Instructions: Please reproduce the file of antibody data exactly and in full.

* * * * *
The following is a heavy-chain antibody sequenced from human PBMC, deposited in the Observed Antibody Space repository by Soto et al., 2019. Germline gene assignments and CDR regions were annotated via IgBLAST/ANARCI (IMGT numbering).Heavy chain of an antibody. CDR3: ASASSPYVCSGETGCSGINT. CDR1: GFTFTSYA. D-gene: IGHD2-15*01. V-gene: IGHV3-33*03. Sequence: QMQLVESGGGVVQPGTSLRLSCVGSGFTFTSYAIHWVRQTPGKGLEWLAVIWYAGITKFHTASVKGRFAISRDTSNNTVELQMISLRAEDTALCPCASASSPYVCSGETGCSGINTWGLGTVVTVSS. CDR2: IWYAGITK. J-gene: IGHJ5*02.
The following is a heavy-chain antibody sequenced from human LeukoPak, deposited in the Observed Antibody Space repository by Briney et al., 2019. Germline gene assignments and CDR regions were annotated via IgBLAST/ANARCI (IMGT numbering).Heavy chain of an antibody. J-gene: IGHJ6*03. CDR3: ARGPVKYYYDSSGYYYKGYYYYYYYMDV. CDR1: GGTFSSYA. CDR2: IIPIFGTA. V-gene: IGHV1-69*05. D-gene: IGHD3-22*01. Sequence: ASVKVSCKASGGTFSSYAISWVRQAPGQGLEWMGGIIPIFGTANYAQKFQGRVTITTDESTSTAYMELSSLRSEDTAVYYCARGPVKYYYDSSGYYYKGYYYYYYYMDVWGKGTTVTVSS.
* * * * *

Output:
The following is a heavy-chain antibody sequenced from human PBMC, deposited in the Observed Antibody Space repository by Soto et al., 2019. Germline gene assignments and CDR regions were annotated via IgBLAST/ANARCI (IMGT numbering).Heavy chain of an antibody. CDR3: ASASSPYVCSGETGCSGINT. CDR1: GFTFTSYA. D-gene: IGHD2-15*01. V-gene: IGHV3-33*03. Sequence: QMQLVESGGGVVQPGTSLRLSCVGSGFTFTSYAIHWVRQTPGKGLEWLAVIWYAGITKFHTASVKGRFAISRDTSNNTVELQMISLRAEDTALCPCASASSPYVCSGETGCSGINTWGLGTVVTVSS. CDR2: IWYAGITK. J-gene: IGHJ5*02.
The following is a heavy-chain antibody sequenced from human LeukoPak, deposited in the Observed Antibody Space repository by Briney et al., 2019. Germline gene assignments and CDR regions were annotated via IgBLAST/ANARCI (IMGT numbering).Heavy chain of an antibody. J-gene: IGHJ6*03. CDR3: ARGPVKYYYDSSGYYYKGYYYYYYYMDV. CDR1: GGTFSSYA. CDR2: IIPIFGTA. V-gene: IGHV1-69*05. D-gene: IGHD3-22*01. Sequence: ASVKVSCKASGGTFSSYAISWVRQAPGQGLEWMGGIIPIFGTANYAQKFQGRVTITTDESTSTAYMELSSLRSEDTAVYYCARGPVKYYYDSSGYYYKGYYYYYYYMDVWGKGTTVTVSS.